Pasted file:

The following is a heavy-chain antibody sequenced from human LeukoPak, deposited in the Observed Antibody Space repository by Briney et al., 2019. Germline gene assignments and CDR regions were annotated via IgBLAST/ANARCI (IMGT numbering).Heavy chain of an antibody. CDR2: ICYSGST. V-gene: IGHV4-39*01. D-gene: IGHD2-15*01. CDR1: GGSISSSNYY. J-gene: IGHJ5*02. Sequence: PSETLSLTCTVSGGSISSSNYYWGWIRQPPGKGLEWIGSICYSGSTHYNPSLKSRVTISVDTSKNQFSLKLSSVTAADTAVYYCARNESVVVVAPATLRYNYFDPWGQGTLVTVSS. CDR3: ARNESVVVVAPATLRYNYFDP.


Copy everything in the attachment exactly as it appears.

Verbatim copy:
The following is a heavy-chain antibody sequenced from human LeukoPak, deposited in the Observed Antibody Space repository by Briney et al., 2019. Germline gene assignments and CDR regions were annotated via IgBLAST/ANARCI (IMGT numbering).Heavy chain of an antibody. CDR2: ICYSGST. V-gene: IGHV4-39*01. D-gene: IGHD2-15*01. CDR1: GGSISSSNYY. J-gene: IGHJ5*02. Sequence: PSETLSLTCTVSGGSISSSNYYWGWIRQPPGKGLEWIGSICYSGSTHYNPSLKSRVTISVDTSKNQFSLKLSSVTAADTAVYYCARNESVVVVAPATLRYNYFDPWGQGTLVTVSS. CDR3: ARNESVVVVAPATLRYNYFDP.